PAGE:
The House and Senate on Thursday passed a two-week extension of government funding via voice votes, pushing the deadline in the ongoing fight over money for President Trump’s border wall until December 21. Trump has indicated that he’ll sign the legislation before midnight Friday to avert a partial government shutdown. Once that happens, the immediate result, will be “a strange, two-week lull, during which very little is expected to happen,” Politico’s Playbook crew says.
Yes, Trump is scheduled to meet with Democratic leaders Nancy Pelosi and Chuck Schumer next Tuesday to discuss the wall funding and try to make progress on the spending standstill. “But even then, the Capitol Hill action won’t get real until the week of Dec. 17,” Politico says. And reaching a deal on the border security funding won’t be easy, given that Republicans and Democrats can’t even agree on the definition of a wall, as Politico’s Burgess Everett and Marianne Levine report. That fight is about where any border security funding goes — and what each side can spin as a win.
Trump has pushed for $5 billion to build a concrete wall on the border. Democrats are reportedly sticking firm to their position, saying that Trump must accept $1.6 billion provided for “border security” in the Senate’s Homeland Security spending bill — which allows for fencing, but includes restrictions on building a wall — or agree to a one-year continuing resolution that would extend funding for DHS at last year’s $1.3 billion level.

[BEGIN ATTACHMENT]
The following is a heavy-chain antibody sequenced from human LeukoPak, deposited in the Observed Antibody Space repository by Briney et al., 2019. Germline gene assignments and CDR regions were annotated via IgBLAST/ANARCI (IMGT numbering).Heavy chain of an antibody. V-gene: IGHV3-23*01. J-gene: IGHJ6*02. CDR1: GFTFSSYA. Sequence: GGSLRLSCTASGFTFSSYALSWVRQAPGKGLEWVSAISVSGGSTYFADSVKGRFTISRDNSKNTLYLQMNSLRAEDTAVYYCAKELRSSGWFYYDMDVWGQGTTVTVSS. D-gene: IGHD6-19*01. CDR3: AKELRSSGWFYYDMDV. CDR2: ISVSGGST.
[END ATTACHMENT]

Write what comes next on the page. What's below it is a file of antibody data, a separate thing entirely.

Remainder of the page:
“If President Trump wants to throw a temper tantrum and shut down the government over Christmas over the wall, that’s his decision. But there are two sensible options on the table to avoid one,” Schumer said, according to The Hill. While some Democrats have been open to trading wall funding for protections for immigrants who were brought to the country illegally as minors, Pelosi on Thursday ruled out such a deal and said she’d like to see Congress pass the six remaining appropriations bills that lawmakers have agreed on, with DHS funded via a continuing resolution through the end of the fiscal year in September.
The funding fight isn’t the only issue that lawmakers must address before the end of the year. It also needs to pass a newly negotiated farm bill and tackle disaster relief funding and the National Flood Insurance Program, among other things.